Eco-innovations for PV panels

Solar panel consists of multiple layers: silicon cells, polymer sheets, glasses, back sheet, and aluminium frames. The solar panel was designed very tightly to protect solar cells from degradation and without diminishing its possibility to harvest sunlight. The current design of solar panels does not allow to replace or repair solar cells as simply polymer and glass layers cannot be removed since they are integrated into each other. This is also a struggle with high-efficient recycling with the goal of recovery of all materials without losing their quality. Current methods involve manual removal of aluminium frames, junction box, and cables. The next steps involve mechanical shredding of panel or thermal heating to destroy the polymer's connections. Afterwards, the separation of materials uses methods such as magnet or sieving. Within our CIRCUSOL, SoliTek reviewed recycling technologies, alternatives to current materials used in solar panels, and methods of how to allow better management of the panels.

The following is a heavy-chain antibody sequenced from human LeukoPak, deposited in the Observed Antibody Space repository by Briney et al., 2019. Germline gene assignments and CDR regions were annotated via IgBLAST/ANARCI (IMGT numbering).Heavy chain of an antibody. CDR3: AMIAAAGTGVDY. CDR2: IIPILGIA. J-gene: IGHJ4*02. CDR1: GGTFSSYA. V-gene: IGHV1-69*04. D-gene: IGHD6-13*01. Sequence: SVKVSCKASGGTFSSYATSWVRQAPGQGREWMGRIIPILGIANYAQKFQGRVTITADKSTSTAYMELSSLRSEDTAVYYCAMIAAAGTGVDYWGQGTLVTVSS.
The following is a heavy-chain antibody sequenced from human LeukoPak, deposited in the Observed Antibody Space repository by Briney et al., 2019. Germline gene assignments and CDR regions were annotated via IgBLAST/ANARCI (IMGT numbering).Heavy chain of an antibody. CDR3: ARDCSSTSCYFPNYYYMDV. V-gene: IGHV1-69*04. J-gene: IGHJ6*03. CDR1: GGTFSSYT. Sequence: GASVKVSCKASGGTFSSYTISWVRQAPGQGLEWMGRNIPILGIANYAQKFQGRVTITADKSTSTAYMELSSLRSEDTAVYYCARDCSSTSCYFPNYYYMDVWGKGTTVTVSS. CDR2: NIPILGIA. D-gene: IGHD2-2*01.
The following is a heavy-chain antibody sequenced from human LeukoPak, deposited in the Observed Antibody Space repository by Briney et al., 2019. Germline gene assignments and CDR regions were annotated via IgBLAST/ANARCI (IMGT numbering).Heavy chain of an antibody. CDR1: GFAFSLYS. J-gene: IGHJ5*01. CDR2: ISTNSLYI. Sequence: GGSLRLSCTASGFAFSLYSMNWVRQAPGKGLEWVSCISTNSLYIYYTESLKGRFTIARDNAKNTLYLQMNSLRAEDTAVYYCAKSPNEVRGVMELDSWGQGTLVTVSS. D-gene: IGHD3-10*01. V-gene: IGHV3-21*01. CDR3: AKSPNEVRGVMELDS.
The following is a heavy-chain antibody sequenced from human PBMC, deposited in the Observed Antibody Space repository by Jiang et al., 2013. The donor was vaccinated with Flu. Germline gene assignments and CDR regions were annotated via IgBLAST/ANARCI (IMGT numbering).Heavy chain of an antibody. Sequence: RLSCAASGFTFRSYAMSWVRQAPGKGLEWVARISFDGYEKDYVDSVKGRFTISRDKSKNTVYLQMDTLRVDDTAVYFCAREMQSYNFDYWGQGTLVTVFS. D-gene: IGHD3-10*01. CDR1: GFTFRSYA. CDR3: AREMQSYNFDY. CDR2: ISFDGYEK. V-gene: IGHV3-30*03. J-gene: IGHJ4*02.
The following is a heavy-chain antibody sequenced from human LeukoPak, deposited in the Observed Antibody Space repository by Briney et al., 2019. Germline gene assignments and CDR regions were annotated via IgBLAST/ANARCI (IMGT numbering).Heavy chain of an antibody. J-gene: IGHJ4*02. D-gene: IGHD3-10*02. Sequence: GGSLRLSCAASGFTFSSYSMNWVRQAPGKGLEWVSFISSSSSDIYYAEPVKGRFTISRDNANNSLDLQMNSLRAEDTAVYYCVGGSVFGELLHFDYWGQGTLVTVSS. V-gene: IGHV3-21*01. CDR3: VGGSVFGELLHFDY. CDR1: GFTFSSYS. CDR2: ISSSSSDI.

From the objective of reviewing current recycling technologies, SoliTek observed that there are advanced processes that do allow high-efficient recycling of silicon and thin-film panels. These processes usually involve chemicals that allow the purification of materials, such as the possibility to remove phosphorus from silicon. Chemical-based processes are also used for other multi-layer wastes, such as printed circuit boards (PCB) or food packages. One of the recent examples of high-efficient food packages recycling comes from DSM and APK companies developed a process that is already being used. It involves purifying polymers and removal of solvents in continuous circles whereas solvents are re-used again. As SoliTek has been seen co-operating with Lithuania universities working on recycling processes for solar panels and PCBs, recovery of chemicals used in the recycling process is crucial for reducing costs and maintaining low pollution. Currently, the main issues for the recycling of solar panels are: